I support the sign that I am holding
I'm against picketing, but I don't know how to show it
I don't know what we are yelling about!!! (picture of Steve Carrell yelling)
Only a Sith deals in absolutes
Posted by Dan S at 10/18/2010
Which Americans know the most about religion? It turns out to be those annoying atheists:
Atheists and agnostics, Jews and Mormons are among the highest-scoring groups on a new survey of religious knowledge, outperforming evangelical Protestants, mainline Protestants and Catholics on questions about the core teachings, history and leading figures of major world religions.
Unfortunately, they did not specifically track Mennonites. I suspect Mennonites would have done about average, unless the questions veered off into farming lore.
Another interesting finding:
Posted by Dan S at 9/28/2010
Paul Krugman on the GOP's promise to cut the deficit, either by declaring war arithmetic or eliminating government. We aren't sure which one yet.
On Thursday, House Republicans released their “Pledge to America,” supposedly outlining their policy agenda. In essence, what they say is, “Deficits are a terrible thing. Let’s make them much bigger.” The document repeatedly condemns federal debt — 16 times, by my count. But the main substantive policy proposal is to make the Bush tax cuts permanent, which independent estimates say would add about $3.7 trillion to the debt over the next decade — about $700 billion more than the Obama administration’s tax proposals.
True, the document talks about the need to cut spending. But as far as I can see, there’s only one specific cut proposed — canceling the rest of the Troubled Asset Relief Program, which Republicans claim (implausibly) would save $16 billion. That’s less than half of 1 percent of the budget cost of those tax cuts. As for the rest, everything must be cut, in ways not specified — “except for common-sense exceptions for seniors, veterans, and our troops.” In other words, Social Security, Medicare and the defense budget are off-limits.
So what’s left? Howard Gleckman of the nonpartisan Tax Policy Center has done the math. As he points out, the only way to balance the budget by 2020, while simultaneously (a) making the Bush tax cuts permanent and (b) protecting all the programs Republicans say they won’t cut, is to completely abolish the rest of the federal government: “No more national parks, no more Small Business Administration loans, no more export subsidies, no more N.I.H. No more Medicaid (one-third of its budget pays for long-term care for our parents and others with disabilities). No more child health or child nutrition programs. No more highway construction. No more homeland security. Oh, and no more Congress.”
Posted by Dan S at 9/27/2010
The Corboba Center Iman had an op-ed in the NY Times yesterday. As I said, he is exactly the kind of religious leader we need in the world right now:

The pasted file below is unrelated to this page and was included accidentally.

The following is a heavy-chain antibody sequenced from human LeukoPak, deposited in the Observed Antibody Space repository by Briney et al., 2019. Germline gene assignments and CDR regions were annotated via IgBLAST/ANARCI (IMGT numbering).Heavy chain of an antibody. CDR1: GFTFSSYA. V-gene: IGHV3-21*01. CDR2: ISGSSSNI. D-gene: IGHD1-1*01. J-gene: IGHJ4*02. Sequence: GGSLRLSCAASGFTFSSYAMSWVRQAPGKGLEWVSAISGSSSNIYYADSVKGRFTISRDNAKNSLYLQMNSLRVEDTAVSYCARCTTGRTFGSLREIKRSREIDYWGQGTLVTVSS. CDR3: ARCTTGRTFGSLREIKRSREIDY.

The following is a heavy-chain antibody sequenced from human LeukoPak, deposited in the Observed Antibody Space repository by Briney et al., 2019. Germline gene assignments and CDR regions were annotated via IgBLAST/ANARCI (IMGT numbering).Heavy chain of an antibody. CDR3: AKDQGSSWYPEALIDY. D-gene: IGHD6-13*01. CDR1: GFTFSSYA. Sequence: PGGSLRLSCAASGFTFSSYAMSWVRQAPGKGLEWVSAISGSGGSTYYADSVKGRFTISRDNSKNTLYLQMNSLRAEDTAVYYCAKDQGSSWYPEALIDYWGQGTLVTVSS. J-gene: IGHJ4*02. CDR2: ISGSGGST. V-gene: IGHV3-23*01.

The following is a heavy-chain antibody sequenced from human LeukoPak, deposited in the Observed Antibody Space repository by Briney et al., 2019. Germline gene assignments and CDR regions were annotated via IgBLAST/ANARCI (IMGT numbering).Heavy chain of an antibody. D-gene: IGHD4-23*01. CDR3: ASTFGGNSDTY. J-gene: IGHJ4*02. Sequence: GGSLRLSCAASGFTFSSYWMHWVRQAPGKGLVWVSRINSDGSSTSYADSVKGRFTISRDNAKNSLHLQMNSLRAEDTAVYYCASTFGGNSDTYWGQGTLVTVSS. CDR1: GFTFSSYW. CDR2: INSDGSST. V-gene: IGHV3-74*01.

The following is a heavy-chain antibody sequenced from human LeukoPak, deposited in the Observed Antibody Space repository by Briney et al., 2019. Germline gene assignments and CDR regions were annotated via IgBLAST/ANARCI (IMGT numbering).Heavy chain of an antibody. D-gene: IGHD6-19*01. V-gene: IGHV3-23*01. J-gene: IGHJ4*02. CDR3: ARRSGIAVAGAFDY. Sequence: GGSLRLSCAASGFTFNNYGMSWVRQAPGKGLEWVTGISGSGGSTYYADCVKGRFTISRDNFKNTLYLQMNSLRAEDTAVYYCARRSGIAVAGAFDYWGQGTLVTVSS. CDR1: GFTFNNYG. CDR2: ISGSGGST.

Lost amid the commotion is the good that has come out of the recent discussion. I want to draw attention, specifically, to the open, law-based and tolerant actions that have taken place, and that are particularly striking for Muslims.
President Obama and Mayor Michael Bloomberg both spoke out in support of our project. As I traveled overseas, I saw firsthand how their words and actions made a tremendous impact on the Muslim street and on Muslim leaders. It was striking: a Christian president and a Jewish mayor of New York supporting the rights of Muslims. Their statements sent a powerful message about what America stands for, and will be remembered as a milestone in improving American-Muslim relations.
The wonderful outpouring of support for our right to build this community center from across the social, religious and political spectrum seriously undermines the ability of anti-American radicals to recruit young, impressionable Muslims by falsely claiming that America persecutes Muslims for their faith. These efforts by radicals at distortion endanger our national security and the personal security of Americans worldwide. This is why Americans must not back away from completion of this project. If we do, we cede the discourse and, essentially, our future to radicals on both sides. The paradigm of a clash between the West and the Muslim world will continue, as it has in recent decades at terrible cost. It is a paradigm we must shift.
Posted by Dan S at 9/09/2010
I've been very frustrated with my fellow Americans about the not-Mosque at not-Ground Zero. I even got into a Facebook argument with an old high school acquaintance, which was probably a mistake. Facebook is better for announcing that you just had a great meal than for pointing out how un-American people are.
Anyway, my responses ended up being a half-written article, so I went ahead and did a full Smile Politely column about it. It's called The Burlington Coat Factory Mosque, and is available here.
It's hard to say much that hasn't already been said. As usual, Jon Stewart has been the most poignant and the most funny. Monday's show was no exception, as he pointed out how Fox News is trying to smear the not-Mosque by associating it with an Islamic group run by...Fox News' very own top shareholder. It's long, but well worth viewing.
And, in even more depressing news, Pew came out with a new poll about Americans views of Islam. Unsurprisingly (by now, anyway), 51% oppose the not-Mosque. What shocked me was this:
62% say that Muslims should have the same rights as other religious groups to build houses of worship in their local communities.Lots of opposition to the Mosque has been wrapped in language of "we believe in freedom of religion, we just think the location of this [not] Mosque is insensitive." But the numbers above are a lot more sobering. Read it and weep. About 38% of Americans apparently do not believe in freedom of religion.